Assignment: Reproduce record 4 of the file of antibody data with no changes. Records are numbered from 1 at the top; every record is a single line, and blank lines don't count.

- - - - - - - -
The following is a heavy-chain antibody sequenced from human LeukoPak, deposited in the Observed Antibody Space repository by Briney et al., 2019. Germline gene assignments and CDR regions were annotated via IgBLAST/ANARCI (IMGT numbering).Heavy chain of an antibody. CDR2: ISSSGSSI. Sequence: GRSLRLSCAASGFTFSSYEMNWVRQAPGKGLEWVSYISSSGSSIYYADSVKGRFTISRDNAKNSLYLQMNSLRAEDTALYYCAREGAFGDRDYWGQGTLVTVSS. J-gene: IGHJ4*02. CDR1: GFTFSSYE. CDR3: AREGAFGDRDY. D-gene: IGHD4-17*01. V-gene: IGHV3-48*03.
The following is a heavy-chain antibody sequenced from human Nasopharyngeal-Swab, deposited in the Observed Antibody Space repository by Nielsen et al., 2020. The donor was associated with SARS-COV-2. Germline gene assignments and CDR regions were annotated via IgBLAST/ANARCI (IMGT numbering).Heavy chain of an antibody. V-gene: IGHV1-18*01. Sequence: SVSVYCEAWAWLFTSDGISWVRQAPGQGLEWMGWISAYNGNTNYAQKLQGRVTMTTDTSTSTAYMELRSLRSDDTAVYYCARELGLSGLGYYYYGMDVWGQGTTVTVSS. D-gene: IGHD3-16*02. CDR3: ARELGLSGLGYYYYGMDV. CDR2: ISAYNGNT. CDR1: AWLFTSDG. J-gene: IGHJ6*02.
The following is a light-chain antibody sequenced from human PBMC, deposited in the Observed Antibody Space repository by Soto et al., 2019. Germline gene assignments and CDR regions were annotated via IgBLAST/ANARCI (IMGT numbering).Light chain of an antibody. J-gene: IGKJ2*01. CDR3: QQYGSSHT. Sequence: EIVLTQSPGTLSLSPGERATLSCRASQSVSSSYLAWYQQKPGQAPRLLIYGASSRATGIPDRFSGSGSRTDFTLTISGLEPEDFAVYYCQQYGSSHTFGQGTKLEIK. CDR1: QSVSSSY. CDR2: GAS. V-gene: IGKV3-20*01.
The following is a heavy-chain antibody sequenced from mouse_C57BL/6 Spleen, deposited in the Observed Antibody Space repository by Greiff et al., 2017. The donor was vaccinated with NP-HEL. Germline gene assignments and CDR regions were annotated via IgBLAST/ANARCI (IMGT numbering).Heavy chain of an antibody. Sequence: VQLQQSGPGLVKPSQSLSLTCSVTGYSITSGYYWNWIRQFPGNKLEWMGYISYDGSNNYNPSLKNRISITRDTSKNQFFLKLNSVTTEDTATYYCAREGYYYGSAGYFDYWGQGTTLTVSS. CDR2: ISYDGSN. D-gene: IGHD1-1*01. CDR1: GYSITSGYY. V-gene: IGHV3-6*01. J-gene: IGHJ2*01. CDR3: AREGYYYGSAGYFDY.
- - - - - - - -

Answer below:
The following is a heavy-chain antibody sequenced from mouse_C57BL/6 Spleen, deposited in the Observed Antibody Space repository by Greiff et al., 2017. The donor was vaccinated with NP-HEL. Germline gene assignments and CDR regions were annotated via IgBLAST/ANARCI (IMGT numbering).Heavy chain of an antibody. Sequence: VQLQQSGPGLVKPSQSLSLTCSVTGYSITSGYYWNWIRQFPGNKLEWMGYISYDGSNNYNPSLKNRISITRDTSKNQFFLKLNSVTTEDTATYYCAREGYYYGSAGYFDYWGQGTTLTVSS. CDR2: ISYDGSN. D-gene: IGHD1-1*01. CDR1: GYSITSGYY. V-gene: IGHV3-6*01. J-gene: IGHJ2*01. CDR3: AREGYYYGSAGYFDY.